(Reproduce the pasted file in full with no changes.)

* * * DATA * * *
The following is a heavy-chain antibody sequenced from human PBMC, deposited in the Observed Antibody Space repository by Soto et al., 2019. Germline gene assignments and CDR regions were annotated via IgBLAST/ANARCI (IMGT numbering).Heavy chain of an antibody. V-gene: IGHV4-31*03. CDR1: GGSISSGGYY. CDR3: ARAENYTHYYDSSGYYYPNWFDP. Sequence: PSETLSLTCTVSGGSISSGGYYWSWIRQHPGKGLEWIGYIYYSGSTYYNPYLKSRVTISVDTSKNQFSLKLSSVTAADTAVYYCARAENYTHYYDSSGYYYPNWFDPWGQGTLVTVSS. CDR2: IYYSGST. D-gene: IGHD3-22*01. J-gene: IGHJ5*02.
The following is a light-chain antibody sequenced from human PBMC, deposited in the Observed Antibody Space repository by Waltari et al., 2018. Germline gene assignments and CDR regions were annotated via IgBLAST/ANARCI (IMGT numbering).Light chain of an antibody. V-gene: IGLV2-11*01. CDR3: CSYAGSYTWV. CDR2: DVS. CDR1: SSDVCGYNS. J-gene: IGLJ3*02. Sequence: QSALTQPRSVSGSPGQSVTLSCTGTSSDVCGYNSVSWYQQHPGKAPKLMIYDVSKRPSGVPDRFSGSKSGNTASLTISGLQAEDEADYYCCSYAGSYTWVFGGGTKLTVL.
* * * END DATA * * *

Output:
The following is a heavy-chain antibody sequenced from human PBMC, deposited in the Observed Antibody Space repository by Soto et al., 2019. Germline gene assignments and CDR regions were annotated via IgBLAST/ANARCI (IMGT numbering).Heavy chain of an antibody. V-gene: IGHV4-31*03. CDR1: GGSISSGGYY. CDR3: ARAENYTHYYDSSGYYYPNWFDP. Sequence: PSETLSLTCTVSGGSISSGGYYWSWIRQHPGKGLEWIGYIYYSGSTYYNPYLKSRVTISVDTSKNQFSLKLSSVTAADTAVYYCARAENYTHYYDSSGYYYPNWFDPWGQGTLVTVSS. CDR2: IYYSGST. D-gene: IGHD3-22*01. J-gene: IGHJ5*02.
The following is a light-chain antibody sequenced from human PBMC, deposited in the Observed Antibody Space repository by Waltari et al., 2018. Germline gene assignments and CDR regions were annotated via IgBLAST/ANARCI (IMGT numbering).Light chain of an antibody. V-gene: IGLV2-11*01. CDR3: CSYAGSYTWV. CDR2: DVS. CDR1: SSDVCGYNS. J-gene: IGLJ3*02. Sequence: QSALTQPRSVSGSPGQSVTLSCTGTSSDVCGYNSVSWYQQHPGKAPKLMIYDVSKRPSGVPDRFSGSKSGNTASLTISGLQAEDEADYYCCSYAGSYTWVFGGGTKLTVL.